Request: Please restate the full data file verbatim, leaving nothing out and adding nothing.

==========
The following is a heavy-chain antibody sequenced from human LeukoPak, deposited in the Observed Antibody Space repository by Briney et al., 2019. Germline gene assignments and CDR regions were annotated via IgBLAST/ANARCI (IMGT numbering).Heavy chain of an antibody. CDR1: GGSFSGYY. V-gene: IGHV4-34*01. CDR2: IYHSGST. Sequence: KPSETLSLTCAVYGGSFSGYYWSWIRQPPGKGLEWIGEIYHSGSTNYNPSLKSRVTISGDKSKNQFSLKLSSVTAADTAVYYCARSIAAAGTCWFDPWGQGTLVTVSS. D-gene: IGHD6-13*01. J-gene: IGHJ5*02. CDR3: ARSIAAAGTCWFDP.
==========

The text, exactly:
The following is a heavy-chain antibody sequenced from human LeukoPak, deposited in the Observed Antibody Space repository by Briney et al., 2019. Germline gene assignments and CDR regions were annotated via IgBLAST/ANARCI (IMGT numbering).Heavy chain of an antibody. CDR1: GGSFSGYY. V-gene: IGHV4-34*01. CDR2: IYHSGST. Sequence: KPSETLSLTCAVYGGSFSGYYWSWIRQPPGKGLEWIGEIYHSGSTNYNPSLKSRVTISGDKSKNQFSLKLSSVTAADTAVYYCARSIAAAGTCWFDPWGQGTLVTVSS. D-gene: IGHD6-13*01. J-gene: IGHJ5*02. CDR3: ARSIAAAGTCWFDP.